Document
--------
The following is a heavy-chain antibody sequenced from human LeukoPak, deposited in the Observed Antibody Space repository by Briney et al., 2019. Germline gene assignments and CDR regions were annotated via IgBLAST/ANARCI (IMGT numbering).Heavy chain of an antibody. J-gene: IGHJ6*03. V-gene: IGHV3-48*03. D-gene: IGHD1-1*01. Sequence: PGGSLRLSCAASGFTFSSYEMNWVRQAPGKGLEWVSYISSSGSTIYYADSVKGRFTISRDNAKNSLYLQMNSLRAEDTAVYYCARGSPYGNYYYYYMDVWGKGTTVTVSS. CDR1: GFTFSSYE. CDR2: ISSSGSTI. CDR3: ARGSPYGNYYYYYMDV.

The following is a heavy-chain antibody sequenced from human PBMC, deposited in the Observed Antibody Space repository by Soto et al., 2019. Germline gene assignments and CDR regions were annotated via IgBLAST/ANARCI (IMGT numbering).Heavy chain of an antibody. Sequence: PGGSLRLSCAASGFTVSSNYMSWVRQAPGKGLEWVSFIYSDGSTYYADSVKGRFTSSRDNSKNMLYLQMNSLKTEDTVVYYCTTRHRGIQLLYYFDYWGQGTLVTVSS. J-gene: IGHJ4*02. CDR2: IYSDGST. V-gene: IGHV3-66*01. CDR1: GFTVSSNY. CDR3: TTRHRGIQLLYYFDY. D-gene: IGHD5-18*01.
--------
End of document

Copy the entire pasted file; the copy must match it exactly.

The following is a heavy-chain antibody sequenced from human LeukoPak, deposited in the Observed Antibody Space repository by Briney et al., 2019. Germline gene assignments and CDR regions were annotated via IgBLAST/ANARCI (IMGT numbering).Heavy chain of an antibody. J-gene: IGHJ6*03. V-gene: IGHV3-48*03. D-gene: IGHD1-1*01. Sequence: PGGSLRLSCAASGFTFSSYEMNWVRQAPGKGLEWVSYISSSGSTIYYADSVKGRFTISRDNAKNSLYLQMNSLRAEDTAVYYCARGSPYGNYYYYYMDVWGKGTTVTVSS. CDR1: GFTFSSYE. CDR2: ISSSGSTI. CDR3: ARGSPYGNYYYYYMDV.

The following is a heavy-chain antibody sequenced from human PBMC, deposited in the Observed Antibody Space repository by Soto et al., 2019. Germline gene assignments and CDR regions were annotated via IgBLAST/ANARCI (IMGT numbering).Heavy chain of an antibody. Sequence: PGGSLRLSCAASGFTVSSNYMSWVRQAPGKGLEWVSFIYSDGSTYYADSVKGRFTSSRDNSKNMLYLQMNSLKTEDTVVYYCTTRHRGIQLLYYFDYWGQGTLVTVSS. J-gene: IGHJ4*02. CDR2: IYSDGST. V-gene: IGHV3-66*01. CDR1: GFTVSSNY. CDR3: TTRHRGIQLLYYFDY. D-gene: IGHD5-18*01.